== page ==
I've written before about monied university professors as a surprising source of higher education gifts. In one case, a Villanova University business school professor and his family gave $2 million to create a business analytics fund in their name. In another, a music professor at USC gave $7 million to support violin and cello students on campus.
- University Professor as Donor: A Case Study at Villanova
- USC Gets $7 Million for Violin and Cello Students
There are good reasons that more faculty can afford to give in an era when lots of inherited wealth is being passed down and when some professors are able to turn their research breakthroughs into serious fortunes.
Well, here's another figure on campus that may have some spare change: university presidents.
Consider the case of Michael Crow, president of Arizona State University, who joined the school back in 2002. In years past, Crow has been on Chronicle of Higher Education's top 10 earners for public college presidents. In 2007 and 2008, he earned $728,750. Last year, the Arizona State board of regents approved a 20 percent raise in base pay for Crow that pushed his total annual compensation to nearly $900,000.
The country's top earning college and university presidents can earn quite a lot of money. In 2013 and 2014, Penn State University's then president received nearly $1.5 million, making him the top earner at a public university. Additionally, these campus figures may have serious money for the same reasons as professors, such as marriage and family inheritance.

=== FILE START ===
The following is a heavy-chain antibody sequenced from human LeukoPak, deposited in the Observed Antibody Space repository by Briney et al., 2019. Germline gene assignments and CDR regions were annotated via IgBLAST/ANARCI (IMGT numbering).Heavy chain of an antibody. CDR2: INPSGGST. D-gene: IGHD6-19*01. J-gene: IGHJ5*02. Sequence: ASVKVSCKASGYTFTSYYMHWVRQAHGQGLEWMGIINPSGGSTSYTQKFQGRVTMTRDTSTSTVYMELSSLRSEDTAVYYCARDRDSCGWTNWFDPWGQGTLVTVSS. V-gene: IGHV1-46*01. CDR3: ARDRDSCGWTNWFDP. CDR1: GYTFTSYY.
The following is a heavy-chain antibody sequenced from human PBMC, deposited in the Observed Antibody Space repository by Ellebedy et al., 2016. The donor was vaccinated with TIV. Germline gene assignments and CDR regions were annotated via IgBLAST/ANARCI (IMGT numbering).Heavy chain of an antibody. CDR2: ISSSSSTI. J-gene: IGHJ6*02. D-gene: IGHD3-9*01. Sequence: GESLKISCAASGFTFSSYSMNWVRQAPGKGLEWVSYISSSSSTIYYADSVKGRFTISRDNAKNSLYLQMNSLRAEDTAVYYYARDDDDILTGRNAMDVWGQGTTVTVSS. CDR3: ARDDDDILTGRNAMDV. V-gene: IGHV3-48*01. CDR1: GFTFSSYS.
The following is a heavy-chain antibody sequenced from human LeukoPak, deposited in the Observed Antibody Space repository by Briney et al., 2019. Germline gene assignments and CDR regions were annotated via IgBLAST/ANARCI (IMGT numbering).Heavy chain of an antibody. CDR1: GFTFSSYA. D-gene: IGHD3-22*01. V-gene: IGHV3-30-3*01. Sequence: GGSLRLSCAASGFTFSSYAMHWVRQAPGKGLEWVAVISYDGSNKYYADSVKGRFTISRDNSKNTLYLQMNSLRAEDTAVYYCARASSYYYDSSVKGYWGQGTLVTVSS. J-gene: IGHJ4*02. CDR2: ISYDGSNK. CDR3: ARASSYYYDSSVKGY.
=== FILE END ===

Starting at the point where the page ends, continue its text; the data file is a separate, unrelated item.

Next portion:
All of this context for the news that ASU President Crow and his wife Sybil Francis recently gave $1.2 million to Arizona State University to fund the Michael M. Crow and Sybil Francis Endowed Directorship for the Public Service Academy. The ASU Public Service Academy is a new center created to "educate purpose-driven leaders who intend to serve in nonprofits, the civil service, and the military."
The academy is part of ASU's College of Public Service and Community Solutions, where Crow is a professor of science and technology policy and public affairs, in addition to his leadership position on campus. Crow, in fact, has been engaged in public service for years, and started when he joined an affiliate program of Volunteers Service America (VISTA) in 1974. Crow's wife Sybil, meanwhile, started her career as a congressional aide and later served in the White House's Office of Science and Technology Policy. Over the past 15 years, she's been deeply involved in public policy issues in Arizona, as one of the founders and leaders of the Center for the Future of Arizona, among other roles.
Since Crow is the son of a U.S. Navy sailor, we're betting that any family money behind the couple's ASU gift comes from Francis's side.
It's worth noting that the gift partly comprises contributions by private supporters to the Presidential Leadership Chair, which is described as a "fund created to provide ASU with the resources to retain and incentivize university presidents." This serves as a good reminder that sometimes when it comes to university presidents and professors, these kinds of gifts might require all hands on deck.